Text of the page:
Can Xiaomi sue its way back into the US market?
Last month, the US department of defense blacklisted 11 more chinese companies as part of a late-stage anti-China push by the Trump administration, including China’s second-largest smartphone supplier, Xiaomi.
Xiaomi immediately issued a statement on January 15, insisting that it is “not owned, controlled or affiliated with the chinese military, and is not a ‘communist chinese Military Company’ defined under the NDAA,” and adding that it “will take an appropriate course of action” to protect its interests and those of its shareholders.
Now, China’s answer to Apple is fighting back, bringing a legal complaint against the US treasury and defense departments. The lawsuit reportedly disputes the claim made in a Pentagon report used to justify the ban, arguing that the assessment that it is a “communist chinese military company” is “factually incorrect,” and “unconstitutional because it deprives Xiaomi of its liberty and property rights without due process of law” therefore violating the Fifth Amendment of the US Constitution.
Xiaomi stock plummeted a record 10% in initial wake of the ban last month, which also saw fellow chinese tech firms Luokong Technology, Gowin Semiconductor, Global Tone Communication Technology, and Advanced Micro-Fabrication Equipment join long-term blacklist residents Huawei and all three of the country’s major telecom providers among the casualties of the US-Sino trade war.
Following the submission of the lawsuit, Xiaomi’s stock rose by 1.2% on the Hong Kong Stock Exchange.
If the ban isn’t overturned, Xiaomi will be delisted from US stock exchanges, with US investors being forbidden to acquire additional stock in the firm, and required to sell off any existing stock by November of this year.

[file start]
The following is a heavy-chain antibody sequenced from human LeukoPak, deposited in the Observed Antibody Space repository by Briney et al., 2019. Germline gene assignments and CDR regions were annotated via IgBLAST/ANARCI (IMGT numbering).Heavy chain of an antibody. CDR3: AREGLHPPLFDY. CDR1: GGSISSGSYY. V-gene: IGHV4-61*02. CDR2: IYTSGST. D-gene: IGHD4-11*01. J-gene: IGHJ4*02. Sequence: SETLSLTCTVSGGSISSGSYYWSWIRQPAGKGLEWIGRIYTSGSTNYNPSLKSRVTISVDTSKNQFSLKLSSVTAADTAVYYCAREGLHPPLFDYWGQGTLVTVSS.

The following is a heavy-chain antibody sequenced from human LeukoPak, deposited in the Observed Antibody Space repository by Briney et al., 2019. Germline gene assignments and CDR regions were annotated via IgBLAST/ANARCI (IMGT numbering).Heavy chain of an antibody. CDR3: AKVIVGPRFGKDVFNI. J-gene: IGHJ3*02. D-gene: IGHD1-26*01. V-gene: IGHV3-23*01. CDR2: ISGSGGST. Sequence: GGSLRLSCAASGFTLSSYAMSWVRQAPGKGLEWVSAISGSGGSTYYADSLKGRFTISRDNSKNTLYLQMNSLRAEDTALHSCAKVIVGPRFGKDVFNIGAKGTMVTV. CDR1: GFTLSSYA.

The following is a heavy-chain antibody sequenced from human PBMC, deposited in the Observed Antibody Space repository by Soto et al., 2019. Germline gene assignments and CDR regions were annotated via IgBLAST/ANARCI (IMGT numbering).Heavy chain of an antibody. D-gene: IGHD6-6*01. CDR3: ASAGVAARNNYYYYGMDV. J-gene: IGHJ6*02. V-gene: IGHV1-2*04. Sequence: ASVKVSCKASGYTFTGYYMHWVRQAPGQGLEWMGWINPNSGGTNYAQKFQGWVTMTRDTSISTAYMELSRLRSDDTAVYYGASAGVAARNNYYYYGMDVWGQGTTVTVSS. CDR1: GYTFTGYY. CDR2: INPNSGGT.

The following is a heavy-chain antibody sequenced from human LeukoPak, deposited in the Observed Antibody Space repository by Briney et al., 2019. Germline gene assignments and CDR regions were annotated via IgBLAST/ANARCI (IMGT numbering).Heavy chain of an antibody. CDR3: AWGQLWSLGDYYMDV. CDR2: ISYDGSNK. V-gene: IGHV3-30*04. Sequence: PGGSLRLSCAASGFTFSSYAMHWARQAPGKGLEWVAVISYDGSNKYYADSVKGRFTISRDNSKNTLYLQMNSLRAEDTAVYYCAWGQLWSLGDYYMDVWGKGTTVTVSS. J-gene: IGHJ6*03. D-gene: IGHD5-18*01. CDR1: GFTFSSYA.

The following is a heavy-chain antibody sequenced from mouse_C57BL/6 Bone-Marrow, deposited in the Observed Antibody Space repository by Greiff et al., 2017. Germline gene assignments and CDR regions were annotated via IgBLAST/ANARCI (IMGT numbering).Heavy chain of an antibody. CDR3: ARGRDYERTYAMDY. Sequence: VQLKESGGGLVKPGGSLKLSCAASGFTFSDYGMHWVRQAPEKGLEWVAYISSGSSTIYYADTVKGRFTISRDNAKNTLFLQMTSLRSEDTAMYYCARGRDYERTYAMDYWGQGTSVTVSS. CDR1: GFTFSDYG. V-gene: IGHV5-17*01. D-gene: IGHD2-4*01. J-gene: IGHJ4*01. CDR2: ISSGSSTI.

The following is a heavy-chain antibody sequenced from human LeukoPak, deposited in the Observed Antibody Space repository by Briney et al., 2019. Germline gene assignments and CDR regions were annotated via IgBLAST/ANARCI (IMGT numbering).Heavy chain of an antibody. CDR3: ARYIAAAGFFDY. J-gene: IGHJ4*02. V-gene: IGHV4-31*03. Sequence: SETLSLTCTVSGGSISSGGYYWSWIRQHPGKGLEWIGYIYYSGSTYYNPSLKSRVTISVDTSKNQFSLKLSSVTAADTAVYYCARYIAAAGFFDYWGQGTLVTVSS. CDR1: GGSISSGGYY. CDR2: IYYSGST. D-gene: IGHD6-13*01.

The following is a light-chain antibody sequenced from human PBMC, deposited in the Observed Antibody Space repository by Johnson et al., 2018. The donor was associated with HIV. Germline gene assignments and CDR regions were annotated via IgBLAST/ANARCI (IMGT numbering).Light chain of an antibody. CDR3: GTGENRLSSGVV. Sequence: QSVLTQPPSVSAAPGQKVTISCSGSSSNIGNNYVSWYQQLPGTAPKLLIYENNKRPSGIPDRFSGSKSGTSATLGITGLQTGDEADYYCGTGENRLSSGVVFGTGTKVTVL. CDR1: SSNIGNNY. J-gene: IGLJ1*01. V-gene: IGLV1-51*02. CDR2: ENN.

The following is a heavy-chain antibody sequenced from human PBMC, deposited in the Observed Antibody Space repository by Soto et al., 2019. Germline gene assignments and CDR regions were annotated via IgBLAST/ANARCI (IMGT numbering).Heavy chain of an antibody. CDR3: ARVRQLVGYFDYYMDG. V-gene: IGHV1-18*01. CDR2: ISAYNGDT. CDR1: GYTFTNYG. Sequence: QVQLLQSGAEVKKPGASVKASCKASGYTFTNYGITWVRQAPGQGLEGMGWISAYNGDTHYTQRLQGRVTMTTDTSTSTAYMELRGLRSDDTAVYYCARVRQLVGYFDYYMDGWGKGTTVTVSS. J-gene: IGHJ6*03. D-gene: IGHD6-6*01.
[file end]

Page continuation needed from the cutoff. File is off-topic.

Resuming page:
With Xiaomi’s biggest competitor, Huawei, potentially being forced out of the smartphone business entirely by the supply chain and app ecosystem woes brought on by its own ban, Xiaomi could be in for a dangerous few years if it can’t quash the blacklist quickly.
However, there’s a better chance of Xiaomi doing so than Huawei at least. Huawei was founded by Ren Zhengfei, a long-standing general in the chinese army. As Xiaomi’s press office has stressed repeatedly this month, 75% of Xiaomi’s voting rights currently reside with its co-founders, Lin Bin and Lei Jun, who it claims have no ties to the Chinese Communist Party or chinese military.
Xiaomi also isn’t the first Chinese firm to try and sue its way off the blacklist. In March of 2019, Huawei leveled its own suit against the US government, looking to overturn a ruling that banned it from selling equipment to US government agencies. The lawsuit was rejected by a US federal judge in 2020.
Nevertheless, Xiaomi’s lack of visible ties to the chinese military, coupled with the fact it’s just looking to sell smartphones, earbuds and rice cookers to US consumers, rather than cutting edge 5G infrastructure to the US government, and an incoming Biden administration, could all point to Huawei’s little brother being the first firm to fight the blacklist and win.